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Thread: Starter fountain pen

  1. #1

    Starter fountain pen

    Now working from home permanently, I write quite a bit, notes I need to refer back to, and have discovered my hand writing is awful, through lack of use.

    Would like to slow down and write properly so I can read what I've written lol, and get some enjoyment from writing

    What's a good pen to get, new or second hand , budget 150 ish

    Sent from my Pixel 5 using Tapatalk

  2. #2
    Master
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    Lamy 2000 fountain pen with a fine nib. Check out Pen Heaven or Cult Pens.

  3. #3
    Grand Master Carlton-Browne's Avatar
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    Rotring Art Pen. Get a 1.5mm nib to force you to write larger.
    Die Zeit verwandelt uns nicht, sie entfaltet uns nur.

  4. #4
    Is 1.5mm regarded as fine?

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  5. #5
    I've had several fountain pens over the years and the only one that has stood the test of time and remained steadfastly in my pocket is a humble Lamy Safari.

    OK, it's brightly coloured plastic rather than exotic finishes but it's nice to write with and most important of all, always works the moment I get it out; something I could never say for some of the more expensive pens I've owned.



    Nib is Medium, many other colours are available but mine is easy to find when I put it down.

    And in your pocket for less than £20 :-)

  6. #6
    Journeyman Hattori Hanzo's Avatar
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    Nothing wrong with a Lamy Safari. I think a lot of people will probably stay here.

    I use A Parsons essential and never had a problem. Real step up in class as well.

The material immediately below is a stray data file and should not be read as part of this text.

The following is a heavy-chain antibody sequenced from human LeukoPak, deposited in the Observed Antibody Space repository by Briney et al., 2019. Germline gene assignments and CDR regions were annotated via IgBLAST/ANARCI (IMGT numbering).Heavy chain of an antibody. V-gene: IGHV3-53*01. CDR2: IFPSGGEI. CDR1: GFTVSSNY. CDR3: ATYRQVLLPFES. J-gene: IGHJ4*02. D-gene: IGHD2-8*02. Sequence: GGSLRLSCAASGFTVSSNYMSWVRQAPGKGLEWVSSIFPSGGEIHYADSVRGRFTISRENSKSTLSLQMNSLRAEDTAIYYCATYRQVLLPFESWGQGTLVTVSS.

https://www.mrpen.co.uk/contents/en-uk/d184.html

  7. #7
    Quote Originally Posted by Daveya. View Post
    Is 1.5mm regarded as fine?

    Sent from my Pixel 5 using Tapatalk
    Quite the opposite.

  8. #8
    Quote Originally Posted by seabiscuit View Post
    Lamy 2000 fountain pen with a fine nib. Check out Pen Heaven or Cult Pens.
    I do think this very good advice for the OPís situation; and little outlay from which he might scale or stet.

  9. #9
    Grand Master ryanb741's Avatar
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    Quote Originally Posted by seabiscuit View Post
    Lamy 2000 fountain pen with a fine nib. Check out Pen Heaven or Cult Pens.
    ^ This ^

    If you buy here

    https://www.cultpens.com/i/q/LM09382...0-fountain-pen

    And at checkout use the code birthday15 you get another 15% off so that £200 pen becomes £128 after the discount they already applied. No brainer. It is a piston filler so buy some decent ink for £8 or so.

    Up the scale a bit the absolute best writer before getting into silly money is IMHO the Pilot 823. The nib is just phenomenal. I'd go medium as Japanese nibs tend to be smaller than their Euro counterparts. Imported from Japan around £220 after VAT

    But the Lamy as suggested earlier is an all time classic and a superb Bauhaus design. You'd not go wrong with that.

    Sent from my SM-G950F using Tapatalk

  10. #10
    The TWSBI Eco is a fantastic starter fountain pen.

  11. #11
    Awesome thanks for the advice

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  12. #12
    Grand Master Carlton-Browne's Avatar
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    Quote Originally Posted by Daveya. View Post
    Is 1.5mm regarded as fine?
    Quote Originally Posted by JGJG View Post
    Quite the opposite.
    Exactly, quite the opposite. I find that my handwriting descends into a spider's crawl with a fine nib.
    Die Zeit verwandelt uns nicht, sie entfaltet uns nur.

  13. #13
    Quote Originally Posted by Carlton-Browne View Post
    Exactly, quite the opposite. I find that my handwriting descends into a spider's crawl with a fine nib.
    Medium is described as 0.6mm when googling , would 1.5mm be the right nib to start with?

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  14. #14
    Grand Master Carlton-Browne's Avatar
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    I don't honestly know. The advantage of the Rotring and a few of the other recommendations above is that you can probably buy one of every nib size and still remain within your budget. One other thought might be to buy a multi-nib calligraphy set but I don't have any experience of those.
    Die Zeit verwandelt uns nicht, sie entfaltet uns nur.

  15. #15
    You can buy a beginners nib for the Lamy Gyp posted. Described as medium but somehow different.